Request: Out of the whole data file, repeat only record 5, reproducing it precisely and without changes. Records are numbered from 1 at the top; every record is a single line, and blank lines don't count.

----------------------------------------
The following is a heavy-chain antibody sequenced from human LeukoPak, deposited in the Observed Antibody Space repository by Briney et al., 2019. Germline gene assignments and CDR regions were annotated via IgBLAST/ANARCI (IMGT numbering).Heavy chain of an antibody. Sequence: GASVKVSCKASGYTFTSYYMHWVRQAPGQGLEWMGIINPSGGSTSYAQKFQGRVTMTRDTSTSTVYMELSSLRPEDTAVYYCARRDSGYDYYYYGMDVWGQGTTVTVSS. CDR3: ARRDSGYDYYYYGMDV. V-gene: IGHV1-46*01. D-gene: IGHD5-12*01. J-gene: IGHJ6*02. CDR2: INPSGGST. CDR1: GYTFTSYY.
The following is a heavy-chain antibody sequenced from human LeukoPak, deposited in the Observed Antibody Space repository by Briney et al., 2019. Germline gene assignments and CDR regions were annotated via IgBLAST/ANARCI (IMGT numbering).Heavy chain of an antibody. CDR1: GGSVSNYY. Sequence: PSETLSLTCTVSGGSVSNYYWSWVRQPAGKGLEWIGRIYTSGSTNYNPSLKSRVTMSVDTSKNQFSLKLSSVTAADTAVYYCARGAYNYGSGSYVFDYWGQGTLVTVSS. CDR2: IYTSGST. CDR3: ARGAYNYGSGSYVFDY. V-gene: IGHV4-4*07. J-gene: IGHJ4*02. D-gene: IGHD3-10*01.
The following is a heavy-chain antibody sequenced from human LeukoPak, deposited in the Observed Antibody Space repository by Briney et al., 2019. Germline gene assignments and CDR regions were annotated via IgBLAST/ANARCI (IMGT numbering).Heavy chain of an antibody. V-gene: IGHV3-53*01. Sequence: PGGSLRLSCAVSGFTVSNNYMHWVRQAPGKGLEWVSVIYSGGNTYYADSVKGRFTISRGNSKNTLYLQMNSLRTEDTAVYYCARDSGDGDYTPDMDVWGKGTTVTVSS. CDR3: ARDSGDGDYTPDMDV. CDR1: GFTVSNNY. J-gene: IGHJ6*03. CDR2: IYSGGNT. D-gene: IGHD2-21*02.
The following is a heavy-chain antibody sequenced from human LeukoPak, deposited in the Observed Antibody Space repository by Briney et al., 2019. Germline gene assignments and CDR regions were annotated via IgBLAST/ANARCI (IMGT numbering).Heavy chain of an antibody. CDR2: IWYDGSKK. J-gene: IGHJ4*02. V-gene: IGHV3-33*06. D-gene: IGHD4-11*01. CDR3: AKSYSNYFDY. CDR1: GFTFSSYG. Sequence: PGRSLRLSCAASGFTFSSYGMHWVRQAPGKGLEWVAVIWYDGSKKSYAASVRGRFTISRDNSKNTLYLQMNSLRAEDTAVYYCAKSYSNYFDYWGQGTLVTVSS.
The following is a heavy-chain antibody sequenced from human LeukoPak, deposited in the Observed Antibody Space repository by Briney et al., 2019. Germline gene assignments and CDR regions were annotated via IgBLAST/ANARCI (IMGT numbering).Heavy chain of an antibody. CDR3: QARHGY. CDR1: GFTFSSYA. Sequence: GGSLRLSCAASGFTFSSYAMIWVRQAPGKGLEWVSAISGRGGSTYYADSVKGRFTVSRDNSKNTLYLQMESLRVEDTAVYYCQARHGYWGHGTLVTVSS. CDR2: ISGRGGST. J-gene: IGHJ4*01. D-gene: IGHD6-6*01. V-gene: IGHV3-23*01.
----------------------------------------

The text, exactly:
The following is a heavy-chain antibody sequenced from human LeukoPak, deposited in the Observed Antibody Space repository by Briney et al., 2019. Germline gene assignments and CDR regions were annotated via IgBLAST/ANARCI (IMGT numbering).Heavy chain of an antibody. CDR3: QARHGY. CDR1: GFTFSSYA. Sequence: GGSLRLSCAASGFTFSSYAMIWVRQAPGKGLEWVSAISGRGGSTYYADSVKGRFTVSRDNSKNTLYLQMESLRVEDTAVYYCQARHGYWGHGTLVTVSS. CDR2: ISGRGGST. J-gene: IGHJ4*01. D-gene: IGHD6-6*01. V-gene: IGHV3-23*01.